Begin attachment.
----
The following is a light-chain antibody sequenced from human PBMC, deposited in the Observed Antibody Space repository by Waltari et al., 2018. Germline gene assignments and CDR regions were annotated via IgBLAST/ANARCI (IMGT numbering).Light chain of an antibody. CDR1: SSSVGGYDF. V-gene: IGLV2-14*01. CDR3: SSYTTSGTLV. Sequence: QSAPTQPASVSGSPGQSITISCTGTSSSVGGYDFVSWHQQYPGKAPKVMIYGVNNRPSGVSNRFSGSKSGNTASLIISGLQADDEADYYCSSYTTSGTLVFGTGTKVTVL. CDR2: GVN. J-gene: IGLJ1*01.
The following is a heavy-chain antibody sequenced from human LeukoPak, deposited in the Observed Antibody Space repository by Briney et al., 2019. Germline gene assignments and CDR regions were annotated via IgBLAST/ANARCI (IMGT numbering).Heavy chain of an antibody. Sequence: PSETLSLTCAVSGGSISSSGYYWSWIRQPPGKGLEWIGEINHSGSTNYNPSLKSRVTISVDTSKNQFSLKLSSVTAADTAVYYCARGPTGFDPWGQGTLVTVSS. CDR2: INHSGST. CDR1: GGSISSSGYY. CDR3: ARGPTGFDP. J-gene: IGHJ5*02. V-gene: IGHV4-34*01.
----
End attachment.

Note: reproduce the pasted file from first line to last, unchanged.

The following is a light-chain antibody sequenced from human PBMC, deposited in the Observed Antibody Space repository by Waltari et al., 2018. Germline gene assignments and CDR regions were annotated via IgBLAST/ANARCI (IMGT numbering).Light chain of an antibody. CDR1: SSSVGGYDF. V-gene: IGLV2-14*01. CDR3: SSYTTSGTLV. Sequence: QSAPTQPASVSGSPGQSITISCTGTSSSVGGYDFVSWHQQYPGKAPKVMIYGVNNRPSGVSNRFSGSKSGNTASLIISGLQADDEADYYCSSYTTSGTLVFGTGTKVTVL. CDR2: GVN. J-gene: IGLJ1*01.
The following is a heavy-chain antibody sequenced from human LeukoPak, deposited in the Observed Antibody Space repository by Briney et al., 2019. Germline gene assignments and CDR regions were annotated via IgBLAST/ANARCI (IMGT numbering).Heavy chain of an antibody. Sequence: PSETLSLTCAVSGGSISSSGYYWSWIRQPPGKGLEWIGEINHSGSTNYNPSLKSRVTISVDTSKNQFSLKLSSVTAADTAVYYCARGPTGFDPWGQGTLVTVSS. CDR2: INHSGST. CDR1: GGSISSSGYY. CDR3: ARGPTGFDP. J-gene: IGHJ5*02. V-gene: IGHV4-34*01.